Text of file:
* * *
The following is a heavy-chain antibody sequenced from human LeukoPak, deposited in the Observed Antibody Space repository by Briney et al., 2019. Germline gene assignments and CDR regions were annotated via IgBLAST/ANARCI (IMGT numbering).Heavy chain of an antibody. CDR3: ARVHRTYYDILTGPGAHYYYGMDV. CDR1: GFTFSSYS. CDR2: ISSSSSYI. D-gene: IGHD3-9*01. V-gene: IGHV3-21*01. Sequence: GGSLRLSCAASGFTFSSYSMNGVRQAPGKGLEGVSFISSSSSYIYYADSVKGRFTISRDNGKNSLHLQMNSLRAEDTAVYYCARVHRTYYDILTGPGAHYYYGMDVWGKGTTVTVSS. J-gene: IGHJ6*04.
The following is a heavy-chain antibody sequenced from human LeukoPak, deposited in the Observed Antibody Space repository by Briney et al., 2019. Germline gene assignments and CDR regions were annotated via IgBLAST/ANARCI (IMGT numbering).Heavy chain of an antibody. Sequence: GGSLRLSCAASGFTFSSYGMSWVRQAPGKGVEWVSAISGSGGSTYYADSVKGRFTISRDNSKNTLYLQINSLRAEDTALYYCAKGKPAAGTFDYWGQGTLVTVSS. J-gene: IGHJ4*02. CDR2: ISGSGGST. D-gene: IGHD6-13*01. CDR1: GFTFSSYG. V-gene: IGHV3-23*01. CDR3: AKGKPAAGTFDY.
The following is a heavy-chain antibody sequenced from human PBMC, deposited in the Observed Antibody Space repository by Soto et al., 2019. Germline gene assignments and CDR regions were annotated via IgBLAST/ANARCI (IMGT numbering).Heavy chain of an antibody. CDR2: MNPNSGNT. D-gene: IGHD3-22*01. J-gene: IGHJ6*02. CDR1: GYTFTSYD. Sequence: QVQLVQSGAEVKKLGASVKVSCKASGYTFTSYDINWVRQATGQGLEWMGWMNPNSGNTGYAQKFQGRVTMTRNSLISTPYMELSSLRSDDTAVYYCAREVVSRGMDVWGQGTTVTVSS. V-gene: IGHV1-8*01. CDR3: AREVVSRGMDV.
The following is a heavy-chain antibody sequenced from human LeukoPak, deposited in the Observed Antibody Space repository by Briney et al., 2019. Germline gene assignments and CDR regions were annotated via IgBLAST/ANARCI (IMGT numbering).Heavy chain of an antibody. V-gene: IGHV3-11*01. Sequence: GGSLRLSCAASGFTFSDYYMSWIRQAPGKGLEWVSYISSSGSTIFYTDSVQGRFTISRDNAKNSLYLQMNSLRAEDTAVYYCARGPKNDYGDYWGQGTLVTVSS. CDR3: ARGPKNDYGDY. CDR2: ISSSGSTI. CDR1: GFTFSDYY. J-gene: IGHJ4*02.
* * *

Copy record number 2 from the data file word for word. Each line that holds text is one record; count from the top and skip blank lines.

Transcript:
The following is a heavy-chain antibody sequenced from human LeukoPak, deposited in the Observed Antibody Space repository by Briney et al., 2019. Germline gene assignments and CDR regions were annotated via IgBLAST/ANARCI (IMGT numbering).Heavy chain of an antibody. Sequence: GGSLRLSCAASGFTFSSYGMSWVRQAPGKGVEWVSAISGSGGSTYYADSVKGRFTISRDNSKNTLYLQINSLRAEDTALYYCAKGKPAAGTFDYWGQGTLVTVSS. J-gene: IGHJ4*02. CDR2: ISGSGGST. D-gene: IGHD6-13*01. CDR1: GFTFSSYG. V-gene: IGHV3-23*01. CDR3: AKGKPAAGTFDY.